If you have a Custom Maintenance Page then you will see your maintenance page instead of This application crashed.
This page will be served by Aptible if your App fails to respond to a web request. There are several reasons why this might happen, each with different steps for resolution:
For further details about each specific occurance, see Endpoint Logs.
If there are no Containers running for the Service associated with your HTTP(S) Endpoint, this error page will be served. You will need to add at least one Container to your Service in order to serve requests.
Containers that have unexpectedly restarted will drop all requests that were running, and will not respond to new requests until they have recovered. There are two reasons a Container would restart unexpectedly:
- Your Container exceeded the Memory Limit for your Service. You can tell if your Container has been restarted after exceeding its Memory Limit by looking for the message
container exceeded its memory allocationin your Logs. If your Container exceeded its Memory Limit, consider Scaling your Service.
- Your Container exited unexpectedly for some reason other than a deploy, restart, or exceeding its Memory Limit. This is typically caused by a bug in your App or one of its dependencies. If your Container unexpectedly exits, you will see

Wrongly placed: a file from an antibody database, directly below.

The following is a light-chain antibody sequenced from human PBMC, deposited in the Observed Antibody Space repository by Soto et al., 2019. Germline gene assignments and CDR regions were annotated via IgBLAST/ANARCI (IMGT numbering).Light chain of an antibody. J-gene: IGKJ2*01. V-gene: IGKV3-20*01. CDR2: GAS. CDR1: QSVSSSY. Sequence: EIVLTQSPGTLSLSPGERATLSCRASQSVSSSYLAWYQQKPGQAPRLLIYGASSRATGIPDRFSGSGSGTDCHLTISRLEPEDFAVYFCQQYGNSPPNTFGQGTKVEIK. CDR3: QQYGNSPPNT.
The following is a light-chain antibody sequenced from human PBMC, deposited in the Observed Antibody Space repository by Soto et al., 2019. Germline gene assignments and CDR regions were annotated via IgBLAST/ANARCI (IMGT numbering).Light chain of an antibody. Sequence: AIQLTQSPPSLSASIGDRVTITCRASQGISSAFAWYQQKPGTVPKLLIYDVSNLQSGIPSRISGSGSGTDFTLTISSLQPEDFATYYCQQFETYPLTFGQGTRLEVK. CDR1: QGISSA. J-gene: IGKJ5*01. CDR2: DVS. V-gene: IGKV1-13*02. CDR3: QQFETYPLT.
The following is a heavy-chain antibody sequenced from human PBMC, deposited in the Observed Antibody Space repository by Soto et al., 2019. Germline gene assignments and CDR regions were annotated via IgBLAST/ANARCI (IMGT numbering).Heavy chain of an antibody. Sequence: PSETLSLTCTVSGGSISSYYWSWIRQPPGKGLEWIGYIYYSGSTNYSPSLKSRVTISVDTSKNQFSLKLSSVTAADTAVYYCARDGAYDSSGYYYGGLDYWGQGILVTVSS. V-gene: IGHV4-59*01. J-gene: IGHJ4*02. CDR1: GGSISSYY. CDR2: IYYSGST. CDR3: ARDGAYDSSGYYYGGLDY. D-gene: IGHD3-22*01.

container has exitedin your logs. Your logs may also have additional information that can help you determine why your container unexpectedly exited.
Clients will be served this error page if your App takes longer than the Endpoint Timeout to respond to their request. Your Logs may contain request logs that can help you identify specific requests that are exceeding the Endpoint Timeout. If it's acceptable for some of your requests take longer than your current Endpoint Timeout to process, you can increase the Endpoint Timeout by setting the
IDLE_TIMEOUT Configuration variable.
Hitting or exceeding resource limits may cause your App to respond to requests more slowly. Reviewing metrics from your Apps, either on the Aptible dashboard or from your Metric Drains, can help you identify if you are hitting any resource bottlenecks. If you find that you are hitting or exceeding any resource limits, consider Scaling your App.
You should also consider deploying Application Performance Monitoring for additional insight into why your application is responding slowly.
If you see the Aptible error page that says "This application crashed" consistently every time you release your App (via Git push,
aptible restart, etc.), it's possible your App is responding to Aptible's Release Health Checks, made via
GET /, before the App is ready to serve other requests. Aptible's zero-downtime deployment process assumes that if your App responds to
GET /, it is ready to respond successfully to other requests. If that assumption is not true, then your App cannot benefit from our zero-downtime approach, and you will see downtime accompanied by the Aptible error page after each release.
This situation can happen, for example, if your App runs a background process on startup, like precompiling static assets or loading a large data set, and blocks any requests (other than
GET /) until this process is complete.
The best solution to this problem is to identify whatever background process is blocking requests, and reconfigure your App to ensure this happens either (a) in your Dockerfile build, or (b) in a startup script before your web server starts. Alternatively, you may consider enabling Strict Health Checks] for your App, using a custom healthcheck request endpoint that only returns 200 when your App is actually ready to serve requests.
Updated 12 months ago